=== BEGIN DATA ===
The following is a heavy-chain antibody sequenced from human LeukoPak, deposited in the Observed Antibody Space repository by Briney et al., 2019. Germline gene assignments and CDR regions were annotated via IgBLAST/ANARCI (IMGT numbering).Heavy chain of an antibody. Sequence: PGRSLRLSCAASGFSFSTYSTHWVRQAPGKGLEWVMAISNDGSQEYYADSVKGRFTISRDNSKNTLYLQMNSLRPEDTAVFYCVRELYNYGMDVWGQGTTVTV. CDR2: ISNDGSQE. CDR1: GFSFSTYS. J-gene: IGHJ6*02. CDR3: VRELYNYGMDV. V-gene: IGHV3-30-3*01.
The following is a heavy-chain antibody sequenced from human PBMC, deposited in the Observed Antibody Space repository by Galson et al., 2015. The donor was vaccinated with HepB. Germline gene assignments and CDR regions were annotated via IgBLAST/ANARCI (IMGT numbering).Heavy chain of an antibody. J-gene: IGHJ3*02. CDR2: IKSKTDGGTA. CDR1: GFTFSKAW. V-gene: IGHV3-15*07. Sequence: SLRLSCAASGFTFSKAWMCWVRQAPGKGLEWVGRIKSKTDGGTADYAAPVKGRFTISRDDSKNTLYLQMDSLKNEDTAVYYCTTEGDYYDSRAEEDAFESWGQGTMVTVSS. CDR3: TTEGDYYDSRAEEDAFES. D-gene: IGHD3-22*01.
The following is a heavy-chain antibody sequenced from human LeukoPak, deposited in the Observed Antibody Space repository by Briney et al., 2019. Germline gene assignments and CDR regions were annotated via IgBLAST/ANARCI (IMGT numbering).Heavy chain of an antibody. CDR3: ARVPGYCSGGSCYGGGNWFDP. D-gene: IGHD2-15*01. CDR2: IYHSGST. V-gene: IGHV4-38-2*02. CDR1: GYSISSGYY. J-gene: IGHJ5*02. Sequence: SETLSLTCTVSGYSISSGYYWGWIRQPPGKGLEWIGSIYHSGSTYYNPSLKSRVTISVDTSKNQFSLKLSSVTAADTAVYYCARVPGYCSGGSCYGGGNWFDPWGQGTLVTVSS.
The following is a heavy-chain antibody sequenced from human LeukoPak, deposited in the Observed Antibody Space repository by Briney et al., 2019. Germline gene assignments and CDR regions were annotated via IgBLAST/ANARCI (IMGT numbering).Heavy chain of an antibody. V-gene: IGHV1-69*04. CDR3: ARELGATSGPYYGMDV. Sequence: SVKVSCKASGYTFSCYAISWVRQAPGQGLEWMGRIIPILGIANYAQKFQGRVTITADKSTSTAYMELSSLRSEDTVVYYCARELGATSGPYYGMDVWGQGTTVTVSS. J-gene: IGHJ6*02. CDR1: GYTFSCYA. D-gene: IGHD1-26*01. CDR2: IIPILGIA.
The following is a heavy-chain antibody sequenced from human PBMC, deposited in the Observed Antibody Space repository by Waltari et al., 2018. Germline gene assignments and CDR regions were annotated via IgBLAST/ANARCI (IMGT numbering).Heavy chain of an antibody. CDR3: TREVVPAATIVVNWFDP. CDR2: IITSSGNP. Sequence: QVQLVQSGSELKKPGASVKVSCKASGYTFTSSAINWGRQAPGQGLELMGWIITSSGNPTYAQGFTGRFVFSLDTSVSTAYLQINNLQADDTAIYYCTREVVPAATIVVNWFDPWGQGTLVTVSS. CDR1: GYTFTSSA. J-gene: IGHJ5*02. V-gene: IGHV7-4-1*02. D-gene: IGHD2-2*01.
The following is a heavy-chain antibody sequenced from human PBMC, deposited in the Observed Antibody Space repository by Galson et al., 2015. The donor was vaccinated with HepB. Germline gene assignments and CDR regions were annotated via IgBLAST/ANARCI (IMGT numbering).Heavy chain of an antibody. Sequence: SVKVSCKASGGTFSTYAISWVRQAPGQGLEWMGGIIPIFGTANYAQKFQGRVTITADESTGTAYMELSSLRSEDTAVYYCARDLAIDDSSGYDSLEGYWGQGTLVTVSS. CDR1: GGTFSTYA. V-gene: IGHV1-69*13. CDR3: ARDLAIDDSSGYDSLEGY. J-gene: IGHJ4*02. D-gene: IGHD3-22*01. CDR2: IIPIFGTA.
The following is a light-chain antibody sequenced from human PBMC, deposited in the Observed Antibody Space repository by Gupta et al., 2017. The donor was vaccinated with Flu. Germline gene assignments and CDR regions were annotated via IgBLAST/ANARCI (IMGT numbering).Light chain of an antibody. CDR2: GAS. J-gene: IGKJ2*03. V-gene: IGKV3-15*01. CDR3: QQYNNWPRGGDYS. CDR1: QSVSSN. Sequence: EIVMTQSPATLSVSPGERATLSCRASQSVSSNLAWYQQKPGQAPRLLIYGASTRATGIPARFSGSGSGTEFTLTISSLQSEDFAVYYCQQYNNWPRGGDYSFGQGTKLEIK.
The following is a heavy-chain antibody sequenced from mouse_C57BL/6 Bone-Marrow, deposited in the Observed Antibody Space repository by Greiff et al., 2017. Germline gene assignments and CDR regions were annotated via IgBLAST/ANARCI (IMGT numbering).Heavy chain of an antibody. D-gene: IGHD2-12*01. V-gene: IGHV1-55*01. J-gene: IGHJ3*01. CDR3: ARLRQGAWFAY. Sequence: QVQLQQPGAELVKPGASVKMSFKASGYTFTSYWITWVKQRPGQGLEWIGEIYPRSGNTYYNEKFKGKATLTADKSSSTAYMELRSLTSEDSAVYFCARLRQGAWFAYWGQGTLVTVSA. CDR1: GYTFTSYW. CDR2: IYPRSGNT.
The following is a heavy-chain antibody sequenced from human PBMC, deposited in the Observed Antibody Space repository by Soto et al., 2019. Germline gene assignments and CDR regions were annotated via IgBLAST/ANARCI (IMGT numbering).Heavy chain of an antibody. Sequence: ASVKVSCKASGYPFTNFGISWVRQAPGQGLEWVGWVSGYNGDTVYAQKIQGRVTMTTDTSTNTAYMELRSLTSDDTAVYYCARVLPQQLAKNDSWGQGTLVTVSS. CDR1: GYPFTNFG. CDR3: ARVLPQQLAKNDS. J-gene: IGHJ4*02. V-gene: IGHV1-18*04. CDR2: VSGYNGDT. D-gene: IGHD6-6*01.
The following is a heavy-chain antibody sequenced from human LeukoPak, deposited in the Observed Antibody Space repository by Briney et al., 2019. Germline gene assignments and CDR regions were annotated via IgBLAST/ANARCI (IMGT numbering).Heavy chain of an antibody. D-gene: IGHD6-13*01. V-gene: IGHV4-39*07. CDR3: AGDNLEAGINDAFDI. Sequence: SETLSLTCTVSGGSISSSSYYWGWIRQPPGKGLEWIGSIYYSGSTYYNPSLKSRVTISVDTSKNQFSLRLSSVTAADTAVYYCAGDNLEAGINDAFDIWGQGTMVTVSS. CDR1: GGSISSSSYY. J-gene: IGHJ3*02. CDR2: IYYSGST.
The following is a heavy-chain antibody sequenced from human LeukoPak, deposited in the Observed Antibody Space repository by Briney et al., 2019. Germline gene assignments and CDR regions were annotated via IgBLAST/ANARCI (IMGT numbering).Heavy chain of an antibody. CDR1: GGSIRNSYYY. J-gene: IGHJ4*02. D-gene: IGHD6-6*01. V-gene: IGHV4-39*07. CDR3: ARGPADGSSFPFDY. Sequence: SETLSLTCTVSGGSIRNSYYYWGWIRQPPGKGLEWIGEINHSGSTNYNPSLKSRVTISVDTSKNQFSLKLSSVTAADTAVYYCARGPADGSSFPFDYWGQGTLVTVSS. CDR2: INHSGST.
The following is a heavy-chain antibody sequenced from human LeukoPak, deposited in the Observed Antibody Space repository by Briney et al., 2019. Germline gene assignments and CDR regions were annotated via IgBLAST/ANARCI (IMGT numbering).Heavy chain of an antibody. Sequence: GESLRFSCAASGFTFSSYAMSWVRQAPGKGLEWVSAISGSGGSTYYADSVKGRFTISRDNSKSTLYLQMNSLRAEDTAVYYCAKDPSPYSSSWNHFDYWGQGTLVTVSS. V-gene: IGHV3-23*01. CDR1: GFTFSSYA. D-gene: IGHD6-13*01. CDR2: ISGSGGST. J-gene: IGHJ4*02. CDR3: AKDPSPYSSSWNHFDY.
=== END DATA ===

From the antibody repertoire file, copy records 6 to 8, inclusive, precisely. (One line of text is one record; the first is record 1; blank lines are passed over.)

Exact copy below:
The following is a heavy-chain antibody sequenced from human PBMC, deposited in the Observed Antibody Space repository by Galson et al., 2015. The donor was vaccinated with HepB. Germline gene assignments and CDR regions were annotated via IgBLAST/ANARCI (IMGT numbering).Heavy chain of an antibody. Sequence: SVKVSCKASGGTFSTYAISWVRQAPGQGLEWMGGIIPIFGTANYAQKFQGRVTITADESTGTAYMELSSLRSEDTAVYYCARDLAIDDSSGYDSLEGYWGQGTLVTVSS. CDR1: GGTFSTYA. V-gene: IGHV1-69*13. CDR3: ARDLAIDDSSGYDSLEGY. J-gene: IGHJ4*02. D-gene: IGHD3-22*01. CDR2: IIPIFGTA.
The following is a light-chain antibody sequenced from human PBMC, deposited in the Observed Antibody Space repository by Gupta et al., 2017. The donor was vaccinated with Flu. Germline gene assignments and CDR regions were annotated via IgBLAST/ANARCI (IMGT numbering).Light chain of an antibody. CDR2: GAS. J-gene: IGKJ2*03. V-gene: IGKV3-15*01. CDR3: QQYNNWPRGGDYS. CDR1: QSVSSN. Sequence: EIVMTQSPATLSVSPGERATLSCRASQSVSSNLAWYQQKPGQAPRLLIYGASTRATGIPARFSGSGSGTEFTLTISSLQSEDFAVYYCQQYNNWPRGGDYSFGQGTKLEIK.
The following is a heavy-chain antibody sequenced from mouse_C57BL/6 Bone-Marrow, deposited in the Observed Antibody Space repository by Greiff et al., 2017. Germline gene assignments and CDR regions were annotated via IgBLAST/ANARCI (IMGT numbering).Heavy chain of an antibody. D-gene: IGHD2-12*01. V-gene: IGHV1-55*01. J-gene: IGHJ3*01. CDR3: ARLRQGAWFAY. Sequence: QVQLQQPGAELVKPGASVKMSFKASGYTFTSYWITWVKQRPGQGLEWIGEIYPRSGNTYYNEKFKGKATLTADKSSSTAYMELRSLTSEDSAVYFCARLRQGAWFAYWGQGTLVTVSA. CDR1: GYTFTSYW. CDR2: IYPRSGNT.